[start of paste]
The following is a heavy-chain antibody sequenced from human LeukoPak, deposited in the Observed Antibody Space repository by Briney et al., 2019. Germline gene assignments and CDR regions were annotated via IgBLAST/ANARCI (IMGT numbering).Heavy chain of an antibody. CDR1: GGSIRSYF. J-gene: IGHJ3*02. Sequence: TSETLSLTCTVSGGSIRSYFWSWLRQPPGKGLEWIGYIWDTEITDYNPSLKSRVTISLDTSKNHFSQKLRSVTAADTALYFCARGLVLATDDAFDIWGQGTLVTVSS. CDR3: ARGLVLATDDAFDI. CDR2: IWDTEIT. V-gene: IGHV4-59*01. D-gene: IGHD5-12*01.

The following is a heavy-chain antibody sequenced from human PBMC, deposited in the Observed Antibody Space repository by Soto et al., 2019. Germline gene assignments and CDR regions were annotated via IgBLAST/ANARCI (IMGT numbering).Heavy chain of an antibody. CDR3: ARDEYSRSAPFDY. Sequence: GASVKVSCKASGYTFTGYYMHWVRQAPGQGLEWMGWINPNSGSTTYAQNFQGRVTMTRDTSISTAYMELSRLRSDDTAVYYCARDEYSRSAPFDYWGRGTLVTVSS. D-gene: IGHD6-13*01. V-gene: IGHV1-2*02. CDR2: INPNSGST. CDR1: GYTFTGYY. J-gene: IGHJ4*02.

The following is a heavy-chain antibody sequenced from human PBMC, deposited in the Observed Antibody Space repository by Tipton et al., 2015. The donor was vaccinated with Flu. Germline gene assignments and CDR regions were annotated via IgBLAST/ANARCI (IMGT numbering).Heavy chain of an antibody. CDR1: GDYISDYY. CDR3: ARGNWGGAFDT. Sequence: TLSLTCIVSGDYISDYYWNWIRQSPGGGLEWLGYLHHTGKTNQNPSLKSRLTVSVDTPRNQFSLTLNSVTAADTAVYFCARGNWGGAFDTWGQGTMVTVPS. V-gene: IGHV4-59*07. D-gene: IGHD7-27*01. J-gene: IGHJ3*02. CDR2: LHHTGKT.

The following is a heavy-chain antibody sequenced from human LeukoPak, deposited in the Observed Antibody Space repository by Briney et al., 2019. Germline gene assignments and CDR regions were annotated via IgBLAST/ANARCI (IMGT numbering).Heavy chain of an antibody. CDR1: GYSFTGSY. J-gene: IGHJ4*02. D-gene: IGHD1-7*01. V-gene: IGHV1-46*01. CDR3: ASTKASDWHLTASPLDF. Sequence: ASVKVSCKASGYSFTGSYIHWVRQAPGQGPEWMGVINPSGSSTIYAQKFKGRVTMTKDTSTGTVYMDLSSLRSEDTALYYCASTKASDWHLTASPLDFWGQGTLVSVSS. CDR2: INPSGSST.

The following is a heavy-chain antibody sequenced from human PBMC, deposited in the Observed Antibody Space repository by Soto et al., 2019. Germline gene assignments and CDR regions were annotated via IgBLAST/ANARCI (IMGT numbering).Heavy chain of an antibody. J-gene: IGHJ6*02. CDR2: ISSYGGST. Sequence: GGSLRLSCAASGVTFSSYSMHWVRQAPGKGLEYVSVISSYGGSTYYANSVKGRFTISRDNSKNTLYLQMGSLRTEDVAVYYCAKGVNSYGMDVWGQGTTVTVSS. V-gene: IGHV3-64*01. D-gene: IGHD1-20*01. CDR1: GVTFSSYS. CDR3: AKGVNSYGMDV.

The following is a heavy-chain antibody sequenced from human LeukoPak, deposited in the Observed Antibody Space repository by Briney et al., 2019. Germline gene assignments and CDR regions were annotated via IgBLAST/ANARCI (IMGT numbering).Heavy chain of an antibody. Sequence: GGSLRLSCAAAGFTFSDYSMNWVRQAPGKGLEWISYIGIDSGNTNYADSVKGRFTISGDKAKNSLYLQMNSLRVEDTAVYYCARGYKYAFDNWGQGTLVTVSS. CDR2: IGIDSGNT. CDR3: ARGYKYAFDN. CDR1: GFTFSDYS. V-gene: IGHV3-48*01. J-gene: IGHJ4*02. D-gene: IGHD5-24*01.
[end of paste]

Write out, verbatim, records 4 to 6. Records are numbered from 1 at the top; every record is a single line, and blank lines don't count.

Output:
The following is a heavy-chain antibody sequenced from human LeukoPak, deposited in the Observed Antibody Space repository by Briney et al., 2019. Germline gene assignments and CDR regions were annotated via IgBLAST/ANARCI (IMGT numbering).Heavy chain of an antibody. CDR1: GYSFTGSY. J-gene: IGHJ4*02. D-gene: IGHD1-7*01. V-gene: IGHV1-46*01. CDR3: ASTKASDWHLTASPLDF. Sequence: ASVKVSCKASGYSFTGSYIHWVRQAPGQGPEWMGVINPSGSSTIYAQKFKGRVTMTKDTSTGTVYMDLSSLRSEDTALYYCASTKASDWHLTASPLDFWGQGTLVSVSS. CDR2: INPSGSST.

The following is a heavy-chain antibody sequenced from human PBMC, deposited in the Observed Antibody Space repository by Soto et al., 2019. Germline gene assignments and CDR regions were annotated via IgBLAST/ANARCI (IMGT numbering).Heavy chain of an antibody. J-gene: IGHJ6*02. CDR2: ISSYGGST. Sequence: GGSLRLSCAASGVTFSSYSMHWVRQAPGKGLEYVSVISSYGGSTYYANSVKGRFTISRDNSKNTLYLQMGSLRTEDVAVYYCAKGVNSYGMDVWGQGTTVTVSS. V-gene: IGHV3-64*01. D-gene: IGHD1-20*01. CDR1: GVTFSSYS. CDR3: AKGVNSYGMDV.

The following is a heavy-chain antibody sequenced from human LeukoPak, deposited in the Observed Antibody Space repository by Briney et al., 2019. Germline gene assignments and CDR regions were annotated via IgBLAST/ANARCI (IMGT numbering).Heavy chain of an antibody. Sequence: GGSLRLSCAAAGFTFSDYSMNWVRQAPGKGLEWISYIGIDSGNTNYADSVKGRFTISGDKAKNSLYLQMNSLRVEDTAVYYCARGYKYAFDNWGQGTLVTVSS. CDR2: IGIDSGNT. CDR3: ARGYKYAFDN. CDR1: GFTFSDYS. V-gene: IGHV3-48*01. J-gene: IGHJ4*02. D-gene: IGHD5-24*01.